Twelve months after having breast cancer surgery, researchers say pain continues to dog most patients. Of 860 women treated at a Helsinki hospital between 2006 and 2010, just 34.5 percent said they were in no pain one year after their procedure. However, 49.7 percent said they experienced mild pain, 12.1 percent reported moderate pain, and 3.7 percent suffered severe pain. "Persistent pain following breast cancer treatments remains a significant clinical problem despite improved treatment strategies," the researchers write in the Journal of the American Medical Association. "Data on factors associated with persistent pain are needed to develop prevention and treatment strategies and to improve the quality of life for breast cancer patients." The team also recommend development of a risk assessment tool to help single out patients who would benefit from preventative interventions.
 
From "Patients Still Report Some Level of Pain 1 Year After Breast Cancer Surgery"
Oncology Nurse Advisor (01/10/14)
 

New Criteria Suggested for Defining Postdural Puncture Headaches After Epidurals
While epidurals help alleviate the pain of labor and delivery for many women, in some cases the needle punctures the dural sac and causes cerebrospinal fluid (CSF) to leak. The result is postdural puncture headache (PDPH)—pain that often is accompanied by any combination of aching neck, dizziness, tinnitus, and muffled hearing. Despite the severity of the condition, University of Toronto associate anesthesiology professor Pamela Angle, MD, says no less than a third of dural punctures that cause PDPH following an epidural go undetected. Moreover, she says the International Classification of Headache Disorders (ICHD-2), which is indicated for diagnosis of PDPH after spinal needle insertion, is not effective for diagnosis following epidural insertion. Citing the need for an epidural-specific assessment tool for PDPH, Angle developed new criteria based on existing literature and her own research. "Epidural procedures seek to avoid dural puncture, and the epidural needle's curved tip may reduce recognition of dural sac injury and CSF leak," she said. Her multi-center study involved 184 possible cases of PDPH, diagnosis of which was improved under the ICHD-3 beta guidelines. The study criteria were nearly twice as sensitive as the ICHD criteria and had a better positive predictive value. "Dr. Angle's definitions of PHPD are a big improvement over the ICHD criteria," according to Barbara Scavone, MD, president of the Society for Obstetric Anesthesiology and Perinatology. "They will be especially useful for future research by providing high inter-rater reliability and sensitivity in defining PDPH, which causes a great deal of morbidity in our patients."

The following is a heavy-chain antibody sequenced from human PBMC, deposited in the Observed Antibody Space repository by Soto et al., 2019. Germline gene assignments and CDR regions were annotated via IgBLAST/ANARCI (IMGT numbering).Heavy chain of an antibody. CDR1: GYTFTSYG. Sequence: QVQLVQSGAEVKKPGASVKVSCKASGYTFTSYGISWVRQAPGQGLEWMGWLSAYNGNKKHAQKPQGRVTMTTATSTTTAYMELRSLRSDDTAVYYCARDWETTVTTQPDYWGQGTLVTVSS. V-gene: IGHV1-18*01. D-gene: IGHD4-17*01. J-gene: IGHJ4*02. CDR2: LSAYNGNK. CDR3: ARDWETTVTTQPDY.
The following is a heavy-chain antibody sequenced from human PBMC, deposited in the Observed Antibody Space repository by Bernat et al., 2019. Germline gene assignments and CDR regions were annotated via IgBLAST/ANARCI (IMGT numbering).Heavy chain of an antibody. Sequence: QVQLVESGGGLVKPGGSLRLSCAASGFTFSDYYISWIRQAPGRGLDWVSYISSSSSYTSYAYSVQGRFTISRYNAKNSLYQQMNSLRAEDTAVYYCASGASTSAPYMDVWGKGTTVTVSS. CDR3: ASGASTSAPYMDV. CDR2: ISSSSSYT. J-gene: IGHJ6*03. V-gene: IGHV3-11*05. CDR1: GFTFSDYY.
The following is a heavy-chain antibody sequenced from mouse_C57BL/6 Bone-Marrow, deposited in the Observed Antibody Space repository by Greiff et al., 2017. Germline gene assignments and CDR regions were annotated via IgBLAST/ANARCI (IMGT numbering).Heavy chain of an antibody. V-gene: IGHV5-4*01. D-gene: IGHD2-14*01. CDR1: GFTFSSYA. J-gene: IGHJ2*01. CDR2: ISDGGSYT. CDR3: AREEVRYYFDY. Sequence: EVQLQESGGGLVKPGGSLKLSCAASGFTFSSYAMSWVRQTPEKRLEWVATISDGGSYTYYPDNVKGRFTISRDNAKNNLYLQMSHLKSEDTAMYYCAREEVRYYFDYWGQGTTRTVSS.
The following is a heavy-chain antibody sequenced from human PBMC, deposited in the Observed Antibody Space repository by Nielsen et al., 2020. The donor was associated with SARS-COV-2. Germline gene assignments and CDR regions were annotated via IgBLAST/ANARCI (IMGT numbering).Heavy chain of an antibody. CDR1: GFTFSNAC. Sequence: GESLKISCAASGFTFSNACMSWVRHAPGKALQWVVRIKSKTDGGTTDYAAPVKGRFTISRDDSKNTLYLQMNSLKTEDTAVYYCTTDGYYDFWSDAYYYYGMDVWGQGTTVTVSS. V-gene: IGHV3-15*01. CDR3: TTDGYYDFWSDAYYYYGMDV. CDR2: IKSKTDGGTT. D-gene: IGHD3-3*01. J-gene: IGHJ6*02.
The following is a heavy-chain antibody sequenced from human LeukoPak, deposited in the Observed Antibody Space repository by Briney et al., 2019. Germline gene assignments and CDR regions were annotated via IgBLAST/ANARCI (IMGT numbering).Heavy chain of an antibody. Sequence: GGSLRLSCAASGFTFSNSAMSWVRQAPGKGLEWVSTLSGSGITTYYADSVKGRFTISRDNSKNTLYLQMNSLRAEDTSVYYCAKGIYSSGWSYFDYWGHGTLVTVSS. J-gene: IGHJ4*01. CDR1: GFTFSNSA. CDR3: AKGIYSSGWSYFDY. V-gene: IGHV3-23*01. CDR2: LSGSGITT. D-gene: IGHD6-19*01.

From "New Criteria Suggested for Defining Postdural Puncture Headaches After Epidurals"
Pain Medicine News (01/01/2014) Vol. 12 Savoie, Keely
 
 

After Outbreaks, Experts Await Block Safety Advisory